As an aside, this may suggest something about Christian controversies in general. Christians are responsible to "maintain the unity of the Spirit in the bond of peace." But Paul will go on in this section to curse people who claim to be part of the Christian community. These concepts, unity and cursing, are difficult to balance, but this paragraph in particular suggests a helpful point of view, and that is, where differences among Christians involve one side deserting and walking away from the Lord, then unity is not possible. We cannot be united with people who are deserting their Master. On the other hand, when Christians differ about certain things--say, for instance, the gift of tongues, principles of hermeneutics, or the mode of baptism--yet when neither side deserts the Lord but rather are loving him, serving him and doing their best to follow him, in such cases we need to work to maintain unity. But when we sense that we disagree with others because of their deliberate desertion of the Lord, then we need to take a strong stand, as Paul does here. We need to be as shocked as Paul was with the Galatians.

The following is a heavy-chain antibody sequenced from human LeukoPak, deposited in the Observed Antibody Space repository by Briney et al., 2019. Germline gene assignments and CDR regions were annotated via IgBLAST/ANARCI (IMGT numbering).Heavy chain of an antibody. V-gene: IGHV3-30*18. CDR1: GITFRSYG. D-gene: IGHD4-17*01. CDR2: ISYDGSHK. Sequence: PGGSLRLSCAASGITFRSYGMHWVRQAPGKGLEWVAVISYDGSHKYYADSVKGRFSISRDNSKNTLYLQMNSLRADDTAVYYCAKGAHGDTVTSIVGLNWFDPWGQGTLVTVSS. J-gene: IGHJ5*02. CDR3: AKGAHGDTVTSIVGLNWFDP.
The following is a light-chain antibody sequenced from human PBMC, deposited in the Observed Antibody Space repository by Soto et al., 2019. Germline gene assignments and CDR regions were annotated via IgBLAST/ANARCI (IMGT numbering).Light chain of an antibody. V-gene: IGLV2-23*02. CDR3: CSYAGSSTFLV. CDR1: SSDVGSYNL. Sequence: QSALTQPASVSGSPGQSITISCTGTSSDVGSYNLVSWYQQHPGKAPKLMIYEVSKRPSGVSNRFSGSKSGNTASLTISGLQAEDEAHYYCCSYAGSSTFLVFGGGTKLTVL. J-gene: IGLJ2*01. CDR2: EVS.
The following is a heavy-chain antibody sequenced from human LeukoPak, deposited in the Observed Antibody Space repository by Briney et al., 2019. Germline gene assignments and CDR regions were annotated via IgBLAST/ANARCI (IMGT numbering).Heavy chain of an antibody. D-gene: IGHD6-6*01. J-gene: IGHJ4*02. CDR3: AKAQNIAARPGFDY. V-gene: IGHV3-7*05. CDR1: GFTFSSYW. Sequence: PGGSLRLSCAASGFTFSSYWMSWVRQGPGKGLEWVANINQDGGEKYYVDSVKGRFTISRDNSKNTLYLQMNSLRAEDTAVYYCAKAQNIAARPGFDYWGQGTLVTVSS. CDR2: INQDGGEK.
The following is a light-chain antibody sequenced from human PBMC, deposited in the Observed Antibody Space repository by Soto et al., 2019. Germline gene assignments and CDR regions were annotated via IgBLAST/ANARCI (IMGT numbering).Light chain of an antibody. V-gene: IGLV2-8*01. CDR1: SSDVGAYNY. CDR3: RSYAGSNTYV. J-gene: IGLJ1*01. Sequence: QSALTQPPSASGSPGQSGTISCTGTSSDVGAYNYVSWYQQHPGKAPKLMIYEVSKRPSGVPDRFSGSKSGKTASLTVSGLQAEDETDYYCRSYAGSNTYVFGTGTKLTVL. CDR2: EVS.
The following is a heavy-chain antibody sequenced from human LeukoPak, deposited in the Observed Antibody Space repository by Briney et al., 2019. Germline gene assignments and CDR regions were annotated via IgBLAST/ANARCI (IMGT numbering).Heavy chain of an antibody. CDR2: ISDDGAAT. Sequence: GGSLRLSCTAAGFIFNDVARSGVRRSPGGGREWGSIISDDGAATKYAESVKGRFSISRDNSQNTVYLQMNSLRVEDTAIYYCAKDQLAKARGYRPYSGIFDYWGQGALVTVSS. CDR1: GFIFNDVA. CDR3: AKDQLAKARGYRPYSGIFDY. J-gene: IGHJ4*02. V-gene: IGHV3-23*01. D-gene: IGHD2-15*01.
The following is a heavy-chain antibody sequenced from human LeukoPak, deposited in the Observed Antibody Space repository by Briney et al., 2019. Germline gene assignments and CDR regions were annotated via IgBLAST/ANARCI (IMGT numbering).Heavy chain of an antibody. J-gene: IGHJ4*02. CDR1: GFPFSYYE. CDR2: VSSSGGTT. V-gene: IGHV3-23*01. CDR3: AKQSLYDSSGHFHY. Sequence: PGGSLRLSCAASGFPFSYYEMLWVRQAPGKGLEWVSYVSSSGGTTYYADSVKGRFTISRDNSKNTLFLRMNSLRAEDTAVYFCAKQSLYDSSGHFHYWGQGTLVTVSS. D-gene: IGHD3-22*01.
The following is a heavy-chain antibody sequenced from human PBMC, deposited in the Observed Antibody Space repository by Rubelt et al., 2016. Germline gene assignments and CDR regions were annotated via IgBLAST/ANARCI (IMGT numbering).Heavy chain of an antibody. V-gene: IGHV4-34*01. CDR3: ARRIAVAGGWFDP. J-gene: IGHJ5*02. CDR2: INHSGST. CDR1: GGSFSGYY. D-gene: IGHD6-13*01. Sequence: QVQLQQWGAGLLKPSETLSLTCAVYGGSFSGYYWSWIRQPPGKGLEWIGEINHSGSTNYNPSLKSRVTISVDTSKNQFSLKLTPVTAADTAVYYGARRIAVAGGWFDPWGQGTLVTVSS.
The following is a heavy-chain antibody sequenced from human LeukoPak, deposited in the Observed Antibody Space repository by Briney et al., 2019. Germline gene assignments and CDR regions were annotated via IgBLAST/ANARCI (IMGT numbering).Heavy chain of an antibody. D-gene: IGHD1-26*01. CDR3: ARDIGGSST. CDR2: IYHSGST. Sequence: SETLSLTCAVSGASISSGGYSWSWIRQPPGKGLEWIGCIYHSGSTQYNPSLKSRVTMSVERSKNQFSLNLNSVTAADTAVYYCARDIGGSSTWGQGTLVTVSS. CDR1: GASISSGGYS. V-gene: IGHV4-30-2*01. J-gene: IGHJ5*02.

The second group whom Paul analyzes and judges in this section are the distorters--the teachers, the leaders who were producing desertion among the ranks. They, the source of the false teaching, were the ones who were advocating desertion of the Lord. Here Paul makes some very insightful statements about distorters. He says, first, that whatever else it is they claim to be doing and saying it is not "good news"; the different gospel they preach is not really a gospel at all. "Gospel" means "good news," but there is nothing good about their news. Such distorters of the true gospel, those who would advocate human religion, who would want us to be approved by human institutions frequently present a message which they claim is an advance over the simplicity of the biblical gospel. They claim they are taking a step beyond that to a more sophisticated, more impressive gospel. They offer access to an "inner ring" of people whom God relates to in a more impressive way. But Paul says that this different gospel is no gospel at all. Do not be deceived by the package in which this so-called gospel is wrapped.